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Figure 9.12 Estimated net carbon flux for normal leaves and leaves with simulated gall disease at warm temperatures (38°C). A normal leaf in this environment functions at 90 percent of optimum, and the warmer leaves with galls function at a slightly lower level.

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Something like this may be happening in leaf galls. Plants normally have vigorous defenses against animals that want to eat their leaves, and any herbivore that is too greedy will end up seeing its stream of energy dry up. Plants defend themselves through the so-called injury response. After the initial bite, the plant induces an initial proliferation of cells at the site of injury, called a hyperplasia. This is followed by lignification, essentially the formation of a scar that isolates the site of injury from the rest of the plant. The scar also separates the herbivore from the goodies left behind it. Generally, the more vigorous the attack, the more intense the injury response will be.

Gall inducers probably got their evolutionary start by figuring out, so to speak, how to intervene in this injury response. At its simplest, the intervention involves a simple prolongation of the hyperplastic phase. Among other things, encouraging hyperplasia provides the gall inducer with a steady supply of juicy, succulent plant cells to eat. This bonanza doesn't come free, however. Cell division and cell growth require energy. In a normal leaf, mobilizing this extra energy is an integral part of the injury response;the extra energy must come from uninjured parts of the leaf itself or from other, uninjured leaves on the tree.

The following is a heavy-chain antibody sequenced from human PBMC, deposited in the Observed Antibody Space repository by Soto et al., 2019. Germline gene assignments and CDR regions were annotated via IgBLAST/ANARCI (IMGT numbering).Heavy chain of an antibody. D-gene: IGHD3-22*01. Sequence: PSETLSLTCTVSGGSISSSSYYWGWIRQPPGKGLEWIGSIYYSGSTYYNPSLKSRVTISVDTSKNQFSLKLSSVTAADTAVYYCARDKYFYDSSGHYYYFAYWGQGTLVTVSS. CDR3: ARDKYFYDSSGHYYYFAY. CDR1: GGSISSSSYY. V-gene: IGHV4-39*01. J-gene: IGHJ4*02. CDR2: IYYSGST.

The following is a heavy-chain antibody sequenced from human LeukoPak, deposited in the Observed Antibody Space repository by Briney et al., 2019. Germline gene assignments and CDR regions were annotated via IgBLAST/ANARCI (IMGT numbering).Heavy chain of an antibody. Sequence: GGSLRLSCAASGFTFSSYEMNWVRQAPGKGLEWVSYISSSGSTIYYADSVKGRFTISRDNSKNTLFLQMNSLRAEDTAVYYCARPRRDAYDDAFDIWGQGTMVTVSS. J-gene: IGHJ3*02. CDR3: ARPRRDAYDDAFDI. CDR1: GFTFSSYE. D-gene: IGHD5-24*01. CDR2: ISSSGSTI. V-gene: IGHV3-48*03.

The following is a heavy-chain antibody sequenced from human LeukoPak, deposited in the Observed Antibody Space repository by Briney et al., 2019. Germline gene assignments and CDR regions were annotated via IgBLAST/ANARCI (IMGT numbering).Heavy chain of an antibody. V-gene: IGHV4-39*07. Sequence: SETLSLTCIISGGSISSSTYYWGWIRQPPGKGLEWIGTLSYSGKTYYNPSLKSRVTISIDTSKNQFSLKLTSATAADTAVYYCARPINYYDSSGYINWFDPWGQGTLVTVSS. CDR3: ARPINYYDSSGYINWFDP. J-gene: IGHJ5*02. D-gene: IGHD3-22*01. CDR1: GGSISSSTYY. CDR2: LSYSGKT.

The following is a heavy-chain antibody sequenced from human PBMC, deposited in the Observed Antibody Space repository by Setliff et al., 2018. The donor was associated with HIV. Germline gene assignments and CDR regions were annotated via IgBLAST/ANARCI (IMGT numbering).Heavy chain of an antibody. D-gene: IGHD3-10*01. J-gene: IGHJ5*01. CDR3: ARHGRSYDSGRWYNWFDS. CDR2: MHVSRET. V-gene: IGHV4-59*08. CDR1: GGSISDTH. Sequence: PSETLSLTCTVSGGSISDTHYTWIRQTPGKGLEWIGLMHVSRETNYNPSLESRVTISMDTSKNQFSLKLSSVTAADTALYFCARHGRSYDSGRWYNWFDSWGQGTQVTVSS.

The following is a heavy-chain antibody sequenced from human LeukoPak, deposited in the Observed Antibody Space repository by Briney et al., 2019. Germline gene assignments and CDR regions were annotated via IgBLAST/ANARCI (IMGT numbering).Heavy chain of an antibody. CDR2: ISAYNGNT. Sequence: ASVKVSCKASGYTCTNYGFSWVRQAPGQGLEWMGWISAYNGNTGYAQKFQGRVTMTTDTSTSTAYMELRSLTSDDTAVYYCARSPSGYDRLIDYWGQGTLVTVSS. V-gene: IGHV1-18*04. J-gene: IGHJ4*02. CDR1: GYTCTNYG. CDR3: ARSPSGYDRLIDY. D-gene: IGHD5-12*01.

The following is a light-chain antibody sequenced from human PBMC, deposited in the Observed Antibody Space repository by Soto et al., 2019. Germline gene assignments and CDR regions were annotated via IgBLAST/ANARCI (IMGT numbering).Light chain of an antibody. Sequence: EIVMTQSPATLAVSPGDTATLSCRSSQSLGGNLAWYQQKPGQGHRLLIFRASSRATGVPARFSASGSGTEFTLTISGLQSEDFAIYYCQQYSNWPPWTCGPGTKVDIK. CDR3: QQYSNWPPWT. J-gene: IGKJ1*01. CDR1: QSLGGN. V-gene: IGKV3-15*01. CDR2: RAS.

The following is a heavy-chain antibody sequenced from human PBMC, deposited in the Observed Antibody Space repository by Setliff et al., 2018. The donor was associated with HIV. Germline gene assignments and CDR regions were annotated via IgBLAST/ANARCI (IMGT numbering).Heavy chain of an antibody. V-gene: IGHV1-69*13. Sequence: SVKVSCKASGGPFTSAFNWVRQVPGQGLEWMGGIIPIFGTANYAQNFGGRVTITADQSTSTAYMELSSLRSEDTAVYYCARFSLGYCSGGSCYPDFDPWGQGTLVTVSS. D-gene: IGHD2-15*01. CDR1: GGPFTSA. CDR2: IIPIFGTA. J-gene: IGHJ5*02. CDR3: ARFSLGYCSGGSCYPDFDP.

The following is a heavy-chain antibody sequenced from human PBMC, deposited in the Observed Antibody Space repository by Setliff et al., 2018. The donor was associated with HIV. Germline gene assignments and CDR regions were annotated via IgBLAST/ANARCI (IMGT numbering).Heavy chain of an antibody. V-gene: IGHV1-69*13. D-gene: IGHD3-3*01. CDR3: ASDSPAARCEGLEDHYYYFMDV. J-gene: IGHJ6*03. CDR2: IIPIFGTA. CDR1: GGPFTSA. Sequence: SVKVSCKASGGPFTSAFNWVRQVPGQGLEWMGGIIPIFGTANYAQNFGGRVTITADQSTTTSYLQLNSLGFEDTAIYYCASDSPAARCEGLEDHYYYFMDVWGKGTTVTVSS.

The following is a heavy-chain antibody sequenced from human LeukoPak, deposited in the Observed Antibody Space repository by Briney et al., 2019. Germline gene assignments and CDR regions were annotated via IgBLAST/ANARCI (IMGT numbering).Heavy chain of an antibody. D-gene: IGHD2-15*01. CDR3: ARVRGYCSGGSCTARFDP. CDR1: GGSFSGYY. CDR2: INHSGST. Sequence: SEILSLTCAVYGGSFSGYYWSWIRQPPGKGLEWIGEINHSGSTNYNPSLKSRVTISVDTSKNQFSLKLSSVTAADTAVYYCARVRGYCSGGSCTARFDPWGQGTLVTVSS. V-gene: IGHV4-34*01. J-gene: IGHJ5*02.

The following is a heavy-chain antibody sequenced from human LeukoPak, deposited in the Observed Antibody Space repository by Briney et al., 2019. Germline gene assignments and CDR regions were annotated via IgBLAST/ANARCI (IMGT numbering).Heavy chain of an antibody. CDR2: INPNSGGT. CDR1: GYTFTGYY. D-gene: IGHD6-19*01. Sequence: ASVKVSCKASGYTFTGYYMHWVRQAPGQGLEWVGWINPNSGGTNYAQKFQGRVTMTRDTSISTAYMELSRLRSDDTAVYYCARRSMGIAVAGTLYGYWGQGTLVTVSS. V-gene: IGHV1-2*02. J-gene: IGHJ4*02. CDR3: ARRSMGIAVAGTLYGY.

By subtly altering the leaf's temperature, gall insects may be manipulating the signals plants use to manage their leaves' energy economy. The signals could be changed in a number of ways (Fig. 9.13). Consider, for example, an ungalled leaf that is operating at a temperature cooler than the optimum. Adding galls to that leaf increases its temperature slightly and, as we have seen, should increase the leaf's net photosynthesis. Net photosynthesis increases in this case because the increase in temperature accelerates photosynthesis proportionally more than it accelerates the leaf's metabolic rate. This results in an excess of sugar—an energy

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